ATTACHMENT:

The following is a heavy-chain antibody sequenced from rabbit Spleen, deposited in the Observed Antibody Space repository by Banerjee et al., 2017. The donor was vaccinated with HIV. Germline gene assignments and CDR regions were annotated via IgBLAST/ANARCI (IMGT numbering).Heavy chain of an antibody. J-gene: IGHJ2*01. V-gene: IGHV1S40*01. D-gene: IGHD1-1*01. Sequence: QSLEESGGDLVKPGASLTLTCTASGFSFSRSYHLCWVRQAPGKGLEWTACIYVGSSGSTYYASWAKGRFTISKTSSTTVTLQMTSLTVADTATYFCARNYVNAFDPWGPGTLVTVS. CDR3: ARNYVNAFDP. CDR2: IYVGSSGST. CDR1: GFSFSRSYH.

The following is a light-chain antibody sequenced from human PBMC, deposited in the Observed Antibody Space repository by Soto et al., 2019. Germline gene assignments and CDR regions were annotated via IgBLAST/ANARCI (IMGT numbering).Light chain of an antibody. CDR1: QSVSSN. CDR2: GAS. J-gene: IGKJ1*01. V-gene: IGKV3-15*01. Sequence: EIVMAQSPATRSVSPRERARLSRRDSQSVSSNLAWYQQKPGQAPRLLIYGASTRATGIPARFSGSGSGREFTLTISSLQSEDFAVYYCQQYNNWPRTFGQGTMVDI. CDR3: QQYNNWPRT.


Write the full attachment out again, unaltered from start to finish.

The following is a heavy-chain antibody sequenced from rabbit Spleen, deposited in the Observed Antibody Space repository by Banerjee et al., 2017. The donor was vaccinated with HIV. Germline gene assignments and CDR regions were annotated via IgBLAST/ANARCI (IMGT numbering).Heavy chain of an antibody. J-gene: IGHJ2*01. V-gene: IGHV1S40*01. D-gene: IGHD1-1*01. Sequence: QSLEESGGDLVKPGASLTLTCTASGFSFSRSYHLCWVRQAPGKGLEWTACIYVGSSGSTYYASWAKGRFTISKTSSTTVTLQMTSLTVADTATYFCARNYVNAFDPWGPGTLVTVS. CDR3: ARNYVNAFDP. CDR2: IYVGSSGST. CDR1: GFSFSRSYH.

The following is a light-chain antibody sequenced from human PBMC, deposited in the Observed Antibody Space repository by Soto et al., 2019. Germline gene assignments and CDR regions were annotated via IgBLAST/ANARCI (IMGT numbering).Light chain of an antibody. CDR1: QSVSSN. CDR2: GAS. J-gene: IGKJ1*01. V-gene: IGKV3-15*01. Sequence: EIVMAQSPATRSVSPRERARLSRRDSQSVSSNLAWYQQKPGQAPRLLIYGASTRATGIPARFSGSGSGREFTLTISSLQSEDFAVYYCQQYNNWPRTFGQGTMVDI. CDR3: QQYNNWPRT.